Welsh War of Edward I, 1277-1282

Previous kings of England had made repeated attempts to invade the Welsh stronghold of Snowdonia. However, the feudal army was not suited to campaigning in mountainous country, where the Welsh simply disappeared into the high mountains, and after the feudal army disbanded at the end of its forty day period of service, the Welsh would come back down from the mountains and reoccupy their lands. Edward I responded to this in three ways. First, he altered the nature of his army. Many nobles appeared with a fraction of their full quota, and stayed on after the forty days in return for a wage, while he also paid for a large number of infantry, amongst whom there were a large number of south Welsh troops. Second, Edward embarged on a largescale road building program throughout Snowdonia, clearing forests to avoid ambush and allowing his troops much easier access to the Welsh heartland. Thirdly, he embarked on a huge program of castle building, by far the biggest undertaken by any English king - indeed, Wales was truly pacified before all of the castles were completed,. and were not tested until Glendowers revolt, over a century later.

Criccieth Castle
Criccieth Castle

Trouble started soon after Edward I returned from crusade to assume his throne. As was tradition, he summoned Llewellyn-ap-Graffyd, prince of Gwynedd, to do homage to him as his superior. However, Llewellyn regarded himself as an equal of Edward, as ruler of his own Principality, and refused to appear. Edward responded by raising one of the largest armies any English king had then created, with 1,000 Knights, and up to 15,000 footsoldiers, raised from the areas bordering Wales, properly supported and capable of staying in the field until the war was won. The campaign started with two thrusts into south and mid Wales by the marcher lords, which stripped much of Llewellyns support from him. In July 1277, Edward and the main army left Worcester to march towards the North Welsh coast. The army moved along the coast from Chester, to Flint (26 July 1277), then Rhuddlan, and then to the mouth of the River Conway (29 July 1277), cutting a wide road along the coast, and beginning the construction of Edwards great castles. At the same time, a fleet raised from the Cinque Ports isolated Anglesey, from where the Welsh gained most of their grain. Once Edward reached Conway, a detachment from his army captured Anglesey, and the grain supplies, leaving Llewellyn without food and surrounded, forcing his surrender. On 9 November 1277, the Treaty of Conway marked his defeat. He agreed to withdraw into Gwynedd, abandoning earlier conquests, while also abandoning his claims to authority in the Welsh Marches, and acknowledging Edward as his superior.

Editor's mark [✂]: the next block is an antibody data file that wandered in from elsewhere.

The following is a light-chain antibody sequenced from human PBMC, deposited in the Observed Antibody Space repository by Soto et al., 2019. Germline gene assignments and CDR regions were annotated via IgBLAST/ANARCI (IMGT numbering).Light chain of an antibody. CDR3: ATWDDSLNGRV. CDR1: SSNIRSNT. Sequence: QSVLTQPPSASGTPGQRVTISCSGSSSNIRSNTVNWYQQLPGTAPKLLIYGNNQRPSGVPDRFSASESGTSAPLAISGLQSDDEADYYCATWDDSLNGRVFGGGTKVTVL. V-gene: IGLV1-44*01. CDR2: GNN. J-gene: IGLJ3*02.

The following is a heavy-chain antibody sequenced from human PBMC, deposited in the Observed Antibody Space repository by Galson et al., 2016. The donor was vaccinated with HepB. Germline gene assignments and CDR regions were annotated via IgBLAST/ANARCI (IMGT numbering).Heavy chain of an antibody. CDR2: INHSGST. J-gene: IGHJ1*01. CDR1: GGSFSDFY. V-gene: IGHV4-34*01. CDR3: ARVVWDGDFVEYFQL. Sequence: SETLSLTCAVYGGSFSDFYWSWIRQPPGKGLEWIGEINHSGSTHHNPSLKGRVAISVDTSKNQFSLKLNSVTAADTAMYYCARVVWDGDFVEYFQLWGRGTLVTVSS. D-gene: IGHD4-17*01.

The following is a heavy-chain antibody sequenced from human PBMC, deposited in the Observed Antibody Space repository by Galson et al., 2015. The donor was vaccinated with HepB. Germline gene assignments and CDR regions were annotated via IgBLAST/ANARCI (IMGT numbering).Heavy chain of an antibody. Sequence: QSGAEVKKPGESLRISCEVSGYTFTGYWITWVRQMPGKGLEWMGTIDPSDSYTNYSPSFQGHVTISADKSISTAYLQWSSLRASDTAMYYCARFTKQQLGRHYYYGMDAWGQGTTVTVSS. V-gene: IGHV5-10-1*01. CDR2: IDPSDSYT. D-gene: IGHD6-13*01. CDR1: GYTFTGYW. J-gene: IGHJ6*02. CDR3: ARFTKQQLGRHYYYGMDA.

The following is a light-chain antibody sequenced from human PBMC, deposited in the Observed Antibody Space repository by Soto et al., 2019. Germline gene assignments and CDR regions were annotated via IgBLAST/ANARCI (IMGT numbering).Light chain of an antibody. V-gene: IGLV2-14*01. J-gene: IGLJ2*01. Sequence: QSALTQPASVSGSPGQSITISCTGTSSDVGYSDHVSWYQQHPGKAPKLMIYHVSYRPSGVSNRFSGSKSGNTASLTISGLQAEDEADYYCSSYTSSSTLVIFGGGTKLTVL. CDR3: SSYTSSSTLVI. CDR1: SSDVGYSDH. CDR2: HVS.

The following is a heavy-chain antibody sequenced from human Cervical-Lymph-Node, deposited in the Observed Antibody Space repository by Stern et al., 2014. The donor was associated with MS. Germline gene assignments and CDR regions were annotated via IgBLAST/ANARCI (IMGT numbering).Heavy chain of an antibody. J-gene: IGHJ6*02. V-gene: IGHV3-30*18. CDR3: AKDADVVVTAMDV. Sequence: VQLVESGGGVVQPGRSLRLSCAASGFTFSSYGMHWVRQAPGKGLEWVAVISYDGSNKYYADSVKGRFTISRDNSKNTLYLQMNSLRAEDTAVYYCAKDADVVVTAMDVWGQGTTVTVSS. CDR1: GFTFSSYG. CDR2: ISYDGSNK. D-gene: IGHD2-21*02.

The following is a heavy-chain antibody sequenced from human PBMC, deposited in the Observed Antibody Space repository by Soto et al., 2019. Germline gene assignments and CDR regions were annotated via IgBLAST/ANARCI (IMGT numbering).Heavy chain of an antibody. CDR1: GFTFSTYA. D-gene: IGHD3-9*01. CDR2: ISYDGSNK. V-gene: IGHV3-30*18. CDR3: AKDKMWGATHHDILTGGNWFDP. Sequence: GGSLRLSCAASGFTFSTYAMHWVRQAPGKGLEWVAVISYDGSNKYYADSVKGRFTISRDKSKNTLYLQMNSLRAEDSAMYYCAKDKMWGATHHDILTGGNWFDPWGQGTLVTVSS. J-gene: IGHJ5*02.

Five years later, the war flared up again. David ap Gruffyd, Llewellyn's brother, who had allied with Edward, suddenly abandoned his alliance, and launched an attack on the English, forcing Llewellyn to join him. At first, the Welsh achieved great success, besieging Flint and Rhuddlan, and reaching as far as Chester and the Bristol Channel. Edward used the same approach as in 1277, although this time he also had to reconquer large areas of South Wales as well as Gwynedd. From July 1282, events largely mirrored those of 1277. Edward fought his was along the north Welsh coast, while the fleet captured Anglesey. Another army advanced through the vale of Clwyd. Threatened by both armys, David withdrew, forcing Llewellyn to abandon his conquests in south Wales and return to Gwynedd. At this point, Edward was poised to launch a three pronged attack on Gwynedd, while Llewellyn was ready for a final defense of his homeland, when Luke de Tany, in charge of the army on Anglesey, tried to cross the Menai Strait to the mainland unsupported, and waiting Welsh forces annihilated his force, forcing Edward to cancel his attack and plan for a long winter campaign. At this point, luck played its part. On 11 December, Llewellyn was caught and killed by a marcher force under John Giffard at the battle of Orewen Bridge. After Llewellyns death, Welsh resistence was effectively over. This time, Edward ended the independence of the Princes of Gwynedd, which became the core of the lands of the English Princes of Wales.

How to cite this article: Rickard, J. (6 January 2001), Welsh War of Edward I, 1277-1282, http://www.historyofwar.org/articles/wars_welsh.html

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